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The first draft of Keynes's proposal for an International Clearing Union came in two papers written in September 1941 - 'Post War Currency Policy' and 'Proposals for an International Currency Union.' Skidelsky describes it as a marriage of 'the Schacht-Funk "clearing" approach with the banking principle.'

Where there was a trade imbalance, the credit due to the exporting country could, up to a certain limit, be paid by the Clearing Bank in the form of bank money, later called 'bancor', which could only be given to the country's central bank. The limit was imposed by an overdraft facility, or quota, 'equal to half the average value of the country's total trade for the five last pre-war years.' (Skidelsky's account is on pp.206-7. In trying to summarise it I'm taking a risk and the keen reader may want to consult the original.) The total overdraft facility for all countries concerned came to something like $25 bn. A debtor country whose overdraft averaged more than a quarter of its allowed quota would be allowed to devalue its currency by up to 5%; if it was more than half it could be required to do so as well as to sell to the bank any free gold, and prohibit capital exports. Beyond that limit it might be expelled. But, and this is crucial, a similar discipline was imposed on creditor countries, requiring an upward revaluation of their currency and eventually 'credit balances exceeding quotas at the end of the year would be confiscated and transferred to the Reserve Fund.' Interest was to be charged not just on the debtor 'overdrafts' but also on the creditor surpluses. Ideally 'at the end of the year the sum of bancor balances would be exactly zero' which, if I've understood it aright, would amount to a multilateral barter system.

National currencies would stand in a 'fixed but adjustable relation to a unit of ICB's bank money, which itself was expressed in terms of a unit of gold. But this link with the gold standard was a fiction. Whereas bank money could be bought with gold, it could not be sold for gold ... Keynes's long-run purpose was to de-monetise gold so that central banks would lose any incentive to hoard it. (21) Bank money would be the ultimate reserve asset of the system.' Keynes represented his scheme as an alternative, indeed as the only possible alternative to Schachtianism but we might be reminded of what was said above in Iwamoto's account of Funk's New Order: 'Dr. Funk insisted that this currency scheme would be entirely divorced from gold and adopted from the doctrine of nominalism by Knapp who said that “the currency does not depend for its value upon its gold cover, but on the value which the State gives it"'.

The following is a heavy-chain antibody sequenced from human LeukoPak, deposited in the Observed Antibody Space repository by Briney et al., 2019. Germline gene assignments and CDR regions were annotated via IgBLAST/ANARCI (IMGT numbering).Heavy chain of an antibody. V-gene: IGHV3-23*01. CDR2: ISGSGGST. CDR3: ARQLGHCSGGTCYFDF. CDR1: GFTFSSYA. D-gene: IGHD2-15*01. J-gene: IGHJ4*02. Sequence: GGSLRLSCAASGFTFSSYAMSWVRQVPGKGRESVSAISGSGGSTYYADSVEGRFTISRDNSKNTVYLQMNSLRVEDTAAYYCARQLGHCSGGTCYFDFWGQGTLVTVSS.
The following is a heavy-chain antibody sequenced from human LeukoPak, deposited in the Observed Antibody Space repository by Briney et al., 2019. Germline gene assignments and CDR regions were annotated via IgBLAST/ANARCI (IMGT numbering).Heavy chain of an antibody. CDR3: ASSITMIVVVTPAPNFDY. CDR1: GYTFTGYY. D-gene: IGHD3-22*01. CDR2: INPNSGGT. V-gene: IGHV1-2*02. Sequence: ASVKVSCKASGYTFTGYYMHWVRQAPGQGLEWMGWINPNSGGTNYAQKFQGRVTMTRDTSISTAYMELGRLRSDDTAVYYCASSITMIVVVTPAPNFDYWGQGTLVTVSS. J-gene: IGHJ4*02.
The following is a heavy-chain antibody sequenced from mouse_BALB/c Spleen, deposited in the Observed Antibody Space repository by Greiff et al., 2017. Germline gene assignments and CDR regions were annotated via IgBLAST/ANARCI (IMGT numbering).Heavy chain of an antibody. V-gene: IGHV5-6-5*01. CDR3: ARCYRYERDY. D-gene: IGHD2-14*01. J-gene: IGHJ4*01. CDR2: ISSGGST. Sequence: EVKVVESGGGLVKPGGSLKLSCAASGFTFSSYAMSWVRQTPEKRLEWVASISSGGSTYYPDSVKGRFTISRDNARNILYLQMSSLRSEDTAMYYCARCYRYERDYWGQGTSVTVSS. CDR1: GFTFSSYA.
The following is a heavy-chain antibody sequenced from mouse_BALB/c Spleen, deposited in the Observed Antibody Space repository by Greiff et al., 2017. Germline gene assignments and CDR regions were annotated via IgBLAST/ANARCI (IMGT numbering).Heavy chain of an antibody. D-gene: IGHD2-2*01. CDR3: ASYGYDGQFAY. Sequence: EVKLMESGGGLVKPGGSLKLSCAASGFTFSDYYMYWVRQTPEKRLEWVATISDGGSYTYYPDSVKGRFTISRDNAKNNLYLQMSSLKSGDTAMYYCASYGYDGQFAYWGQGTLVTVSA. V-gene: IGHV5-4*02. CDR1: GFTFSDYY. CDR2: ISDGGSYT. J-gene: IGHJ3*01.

(21) The policy pursued through the 1930s by both the US and France.  

Keynes first saw White's proposals in July 1942 and White first saw Keynes's proposals in August. A 'Joint Statement by Experts on the Establishment of an International Monetary Fund' was issued in Washington and London in April 1944, opening the way for the Bretton Woods conference in July. Between those two dates there were lengthy discussions about the details of the two plans, involving other countries, most notably Canada but also including the 'governments in exile' of countries still under German occupation. So far as I can see the result of those discussions was a steady whittling away of everything that was interesting and distinctive in Keynes's plan and an acceptance - including by Keynes himself - of something very nearly resembling the original proposal from White with its two institutions, a World Bank and an International Stabilisation Fund.

Most obviously gone was Keynes's proposal that there should be a single reserve currency, the bancor, which could only be used for international trade and which was not gold based. Keynes, as we have seen, had wanted a 'one way convertibility'. Bancor could be given in exchange for gold but gold could not be given in exchange for the bancor. The bancor itself was a pure fiat currency. Countries would have access to it, not on the basis of contributions of their own, but of a calculation of their pre-war trade capacity. Keynes's long term ambition was that the purely paper bancor would replace gold as the principle reserve. Keynes fought for the bancor to the end, at least in a new form given by White, the unitas. To quote a history of the IMF: (22)